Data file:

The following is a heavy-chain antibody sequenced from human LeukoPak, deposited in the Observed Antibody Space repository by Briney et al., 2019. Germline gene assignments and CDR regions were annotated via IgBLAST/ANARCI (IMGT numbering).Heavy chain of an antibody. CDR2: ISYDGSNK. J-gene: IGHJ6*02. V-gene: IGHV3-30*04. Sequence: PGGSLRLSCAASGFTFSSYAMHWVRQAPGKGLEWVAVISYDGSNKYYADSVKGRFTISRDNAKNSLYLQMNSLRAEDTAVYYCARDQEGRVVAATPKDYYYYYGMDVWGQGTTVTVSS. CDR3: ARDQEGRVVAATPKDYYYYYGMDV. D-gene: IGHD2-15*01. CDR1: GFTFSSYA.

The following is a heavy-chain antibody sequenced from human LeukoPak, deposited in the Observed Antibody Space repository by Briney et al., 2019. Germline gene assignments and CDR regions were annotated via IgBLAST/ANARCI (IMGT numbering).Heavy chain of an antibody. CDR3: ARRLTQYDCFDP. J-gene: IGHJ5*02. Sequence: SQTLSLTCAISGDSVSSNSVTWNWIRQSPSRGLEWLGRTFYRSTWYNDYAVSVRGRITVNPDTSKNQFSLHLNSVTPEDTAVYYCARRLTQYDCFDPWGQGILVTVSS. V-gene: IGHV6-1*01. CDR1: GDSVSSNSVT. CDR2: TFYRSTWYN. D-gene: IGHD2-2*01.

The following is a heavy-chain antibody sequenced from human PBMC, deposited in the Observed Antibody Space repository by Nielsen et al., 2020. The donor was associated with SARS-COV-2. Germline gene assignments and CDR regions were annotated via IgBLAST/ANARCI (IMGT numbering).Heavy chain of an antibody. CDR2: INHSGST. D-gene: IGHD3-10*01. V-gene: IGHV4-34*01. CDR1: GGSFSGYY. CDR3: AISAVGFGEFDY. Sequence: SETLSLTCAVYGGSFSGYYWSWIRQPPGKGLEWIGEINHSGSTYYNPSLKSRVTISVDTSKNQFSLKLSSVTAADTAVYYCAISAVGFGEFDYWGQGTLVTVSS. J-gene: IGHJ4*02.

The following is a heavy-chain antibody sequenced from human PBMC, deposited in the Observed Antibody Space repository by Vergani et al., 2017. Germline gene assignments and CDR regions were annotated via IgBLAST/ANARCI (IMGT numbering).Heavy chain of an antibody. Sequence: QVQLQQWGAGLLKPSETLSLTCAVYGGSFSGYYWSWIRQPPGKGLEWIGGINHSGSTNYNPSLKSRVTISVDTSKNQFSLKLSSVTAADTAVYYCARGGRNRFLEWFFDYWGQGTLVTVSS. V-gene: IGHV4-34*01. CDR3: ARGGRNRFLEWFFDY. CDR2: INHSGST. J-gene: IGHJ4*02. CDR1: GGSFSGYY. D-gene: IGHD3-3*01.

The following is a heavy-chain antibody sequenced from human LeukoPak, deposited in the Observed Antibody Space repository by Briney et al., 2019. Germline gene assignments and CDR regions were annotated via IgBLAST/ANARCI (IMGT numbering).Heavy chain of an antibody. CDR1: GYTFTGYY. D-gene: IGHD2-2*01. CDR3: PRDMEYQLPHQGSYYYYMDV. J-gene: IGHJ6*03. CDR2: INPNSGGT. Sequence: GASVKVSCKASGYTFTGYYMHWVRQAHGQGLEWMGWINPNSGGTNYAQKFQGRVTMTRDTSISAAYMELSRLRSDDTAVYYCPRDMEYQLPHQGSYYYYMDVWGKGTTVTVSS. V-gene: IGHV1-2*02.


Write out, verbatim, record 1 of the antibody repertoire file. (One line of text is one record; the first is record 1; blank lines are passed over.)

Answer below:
The following is a heavy-chain antibody sequenced from human LeukoPak, deposited in the Observed Antibody Space repository by Briney et al., 2019. Germline gene assignments and CDR regions were annotated via IgBLAST/ANARCI (IMGT numbering).Heavy chain of an antibody. CDR2: ISYDGSNK. J-gene: IGHJ6*02. V-gene: IGHV3-30*04. Sequence: PGGSLRLSCAASGFTFSSYAMHWVRQAPGKGLEWVAVISYDGSNKYYADSVKGRFTISRDNAKNSLYLQMNSLRAEDTAVYYCARDQEGRVVAATPKDYYYYYGMDVWGQGTTVTVSS. CDR3: ARDQEGRVVAATPKDYYYYYGMDV. D-gene: IGHD2-15*01. CDR1: GFTFSSYA.